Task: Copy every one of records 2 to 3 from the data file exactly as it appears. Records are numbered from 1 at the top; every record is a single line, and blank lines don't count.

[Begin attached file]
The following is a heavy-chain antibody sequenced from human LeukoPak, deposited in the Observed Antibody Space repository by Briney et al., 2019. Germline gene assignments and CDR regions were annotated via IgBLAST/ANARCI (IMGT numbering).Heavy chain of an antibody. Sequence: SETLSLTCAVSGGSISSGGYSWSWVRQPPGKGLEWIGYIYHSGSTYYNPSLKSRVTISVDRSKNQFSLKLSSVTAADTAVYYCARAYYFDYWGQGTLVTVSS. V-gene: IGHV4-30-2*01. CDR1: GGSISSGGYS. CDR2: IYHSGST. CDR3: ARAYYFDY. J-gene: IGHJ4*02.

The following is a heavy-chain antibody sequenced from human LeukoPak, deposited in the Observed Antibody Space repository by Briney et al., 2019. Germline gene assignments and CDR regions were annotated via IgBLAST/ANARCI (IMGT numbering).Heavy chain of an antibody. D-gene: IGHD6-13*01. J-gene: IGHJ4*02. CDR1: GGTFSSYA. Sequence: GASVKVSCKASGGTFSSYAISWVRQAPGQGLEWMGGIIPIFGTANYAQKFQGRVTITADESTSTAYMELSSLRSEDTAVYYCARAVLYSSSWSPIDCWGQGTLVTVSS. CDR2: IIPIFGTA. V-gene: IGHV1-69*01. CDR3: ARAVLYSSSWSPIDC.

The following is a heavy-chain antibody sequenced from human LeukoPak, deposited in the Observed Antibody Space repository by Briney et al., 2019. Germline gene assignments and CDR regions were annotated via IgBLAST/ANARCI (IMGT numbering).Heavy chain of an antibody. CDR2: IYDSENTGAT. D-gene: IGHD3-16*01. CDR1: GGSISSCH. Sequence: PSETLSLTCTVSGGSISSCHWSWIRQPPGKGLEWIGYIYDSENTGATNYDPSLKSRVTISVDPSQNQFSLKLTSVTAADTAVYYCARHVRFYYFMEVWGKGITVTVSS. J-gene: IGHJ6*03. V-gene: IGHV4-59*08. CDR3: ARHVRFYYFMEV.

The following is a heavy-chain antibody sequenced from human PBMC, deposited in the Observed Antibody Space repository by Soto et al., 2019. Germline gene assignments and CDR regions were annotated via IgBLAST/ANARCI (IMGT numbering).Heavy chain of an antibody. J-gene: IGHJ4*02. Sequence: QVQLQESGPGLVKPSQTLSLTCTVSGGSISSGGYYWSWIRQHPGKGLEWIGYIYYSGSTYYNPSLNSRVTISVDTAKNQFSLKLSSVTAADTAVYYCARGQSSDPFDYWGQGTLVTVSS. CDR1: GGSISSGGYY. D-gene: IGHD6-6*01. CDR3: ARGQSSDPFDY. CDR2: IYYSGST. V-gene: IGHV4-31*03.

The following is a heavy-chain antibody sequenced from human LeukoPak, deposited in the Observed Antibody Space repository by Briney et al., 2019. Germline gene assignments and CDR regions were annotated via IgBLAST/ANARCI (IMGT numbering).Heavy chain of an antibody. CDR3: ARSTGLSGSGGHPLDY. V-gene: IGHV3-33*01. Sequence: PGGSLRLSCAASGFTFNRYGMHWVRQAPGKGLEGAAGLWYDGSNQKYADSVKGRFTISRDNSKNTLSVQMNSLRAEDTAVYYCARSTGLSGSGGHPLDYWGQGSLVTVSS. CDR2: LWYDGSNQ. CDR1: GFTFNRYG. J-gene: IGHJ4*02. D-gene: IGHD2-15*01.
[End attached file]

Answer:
The following is a heavy-chain antibody sequenced from human LeukoPak, deposited in the Observed Antibody Space repository by Briney et al., 2019. Germline gene assignments and CDR regions were annotated via IgBLAST/ANARCI (IMGT numbering).Heavy chain of an antibody. D-gene: IGHD6-13*01. J-gene: IGHJ4*02. CDR1: GGTFSSYA. Sequence: GASVKVSCKASGGTFSSYAISWVRQAPGQGLEWMGGIIPIFGTANYAQKFQGRVTITADESTSTAYMELSSLRSEDTAVYYCARAVLYSSSWSPIDCWGQGTLVTVSS. CDR2: IIPIFGTA. V-gene: IGHV1-69*01. CDR3: ARAVLYSSSWSPIDC.

The following is a heavy-chain antibody sequenced from human LeukoPak, deposited in the Observed Antibody Space repository by Briney et al., 2019. Germline gene assignments and CDR regions were annotated via IgBLAST/ANARCI (IMGT numbering).Heavy chain of an antibody. CDR2: IYDSENTGAT. D-gene: IGHD3-16*01. CDR1: GGSISSCH. Sequence: PSETLSLTCTVSGGSISSCHWSWIRQPPGKGLEWIGYIYDSENTGATNYDPSLKSRVTISVDPSQNQFSLKLTSVTAADTAVYYCARHVRFYYFMEVWGKGITVTVSS. J-gene: IGHJ6*03. V-gene: IGHV4-59*08. CDR3: ARHVRFYYFMEV.